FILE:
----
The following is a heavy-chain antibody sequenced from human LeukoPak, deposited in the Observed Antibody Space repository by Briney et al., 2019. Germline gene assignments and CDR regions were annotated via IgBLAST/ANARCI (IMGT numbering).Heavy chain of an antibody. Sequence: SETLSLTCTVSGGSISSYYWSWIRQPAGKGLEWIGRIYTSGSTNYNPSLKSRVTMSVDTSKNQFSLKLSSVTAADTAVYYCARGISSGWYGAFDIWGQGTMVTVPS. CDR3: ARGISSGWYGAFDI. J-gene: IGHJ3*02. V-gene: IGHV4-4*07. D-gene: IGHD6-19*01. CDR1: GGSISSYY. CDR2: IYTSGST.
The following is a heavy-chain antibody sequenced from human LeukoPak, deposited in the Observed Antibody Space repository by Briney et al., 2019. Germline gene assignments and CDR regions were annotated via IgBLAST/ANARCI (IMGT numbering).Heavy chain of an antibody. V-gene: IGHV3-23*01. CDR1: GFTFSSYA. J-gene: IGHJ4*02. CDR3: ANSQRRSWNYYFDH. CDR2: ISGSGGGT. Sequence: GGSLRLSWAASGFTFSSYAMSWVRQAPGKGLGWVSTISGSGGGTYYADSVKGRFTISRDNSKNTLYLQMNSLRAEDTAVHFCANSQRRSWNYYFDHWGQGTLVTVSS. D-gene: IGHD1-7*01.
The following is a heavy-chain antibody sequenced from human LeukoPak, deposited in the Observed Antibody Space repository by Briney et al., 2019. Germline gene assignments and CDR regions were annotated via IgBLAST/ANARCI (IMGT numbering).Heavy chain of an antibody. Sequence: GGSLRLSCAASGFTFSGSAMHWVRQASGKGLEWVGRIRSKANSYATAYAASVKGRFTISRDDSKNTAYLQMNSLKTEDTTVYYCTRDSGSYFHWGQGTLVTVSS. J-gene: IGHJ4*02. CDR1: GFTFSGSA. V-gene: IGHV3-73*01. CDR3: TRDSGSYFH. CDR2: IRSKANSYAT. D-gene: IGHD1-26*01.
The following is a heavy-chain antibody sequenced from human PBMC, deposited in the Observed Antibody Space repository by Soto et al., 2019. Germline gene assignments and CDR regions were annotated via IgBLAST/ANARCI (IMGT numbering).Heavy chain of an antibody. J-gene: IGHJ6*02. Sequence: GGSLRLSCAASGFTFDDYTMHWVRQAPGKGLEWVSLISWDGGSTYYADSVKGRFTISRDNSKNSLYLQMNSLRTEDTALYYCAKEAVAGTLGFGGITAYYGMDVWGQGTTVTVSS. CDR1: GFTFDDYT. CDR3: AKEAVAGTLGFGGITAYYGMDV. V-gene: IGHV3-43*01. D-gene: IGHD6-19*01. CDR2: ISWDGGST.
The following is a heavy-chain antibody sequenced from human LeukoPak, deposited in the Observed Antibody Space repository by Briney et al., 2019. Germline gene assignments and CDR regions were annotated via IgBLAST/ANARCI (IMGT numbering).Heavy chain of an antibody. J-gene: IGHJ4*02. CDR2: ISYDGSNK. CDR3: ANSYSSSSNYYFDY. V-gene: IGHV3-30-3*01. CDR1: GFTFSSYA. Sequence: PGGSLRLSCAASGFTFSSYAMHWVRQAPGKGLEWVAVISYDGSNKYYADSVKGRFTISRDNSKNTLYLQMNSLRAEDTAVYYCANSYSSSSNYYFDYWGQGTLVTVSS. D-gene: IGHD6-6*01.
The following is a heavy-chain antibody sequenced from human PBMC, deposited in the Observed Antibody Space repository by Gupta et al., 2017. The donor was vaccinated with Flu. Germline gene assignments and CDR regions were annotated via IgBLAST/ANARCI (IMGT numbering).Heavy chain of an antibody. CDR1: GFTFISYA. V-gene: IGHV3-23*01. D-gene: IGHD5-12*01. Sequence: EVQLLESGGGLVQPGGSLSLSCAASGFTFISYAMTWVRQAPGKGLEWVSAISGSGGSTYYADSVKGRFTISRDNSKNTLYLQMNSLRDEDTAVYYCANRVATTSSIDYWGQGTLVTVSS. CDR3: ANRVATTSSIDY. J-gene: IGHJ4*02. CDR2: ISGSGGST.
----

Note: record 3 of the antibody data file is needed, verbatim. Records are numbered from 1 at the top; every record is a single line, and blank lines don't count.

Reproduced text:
The following is a heavy-chain antibody sequenced from human LeukoPak, deposited in the Observed Antibody Space repository by Briney et al., 2019. Germline gene assignments and CDR regions were annotated via IgBLAST/ANARCI (IMGT numbering).Heavy chain of an antibody. Sequence: GGSLRLSCAASGFTFSGSAMHWVRQASGKGLEWVGRIRSKANSYATAYAASVKGRFTISRDDSKNTAYLQMNSLKTEDTTVYYCTRDSGSYFHWGQGTLVTVSS. J-gene: IGHJ4*02. CDR1: GFTFSGSA. V-gene: IGHV3-73*01. CDR3: TRDSGSYFH. CDR2: IRSKANSYAT. D-gene: IGHD1-26*01.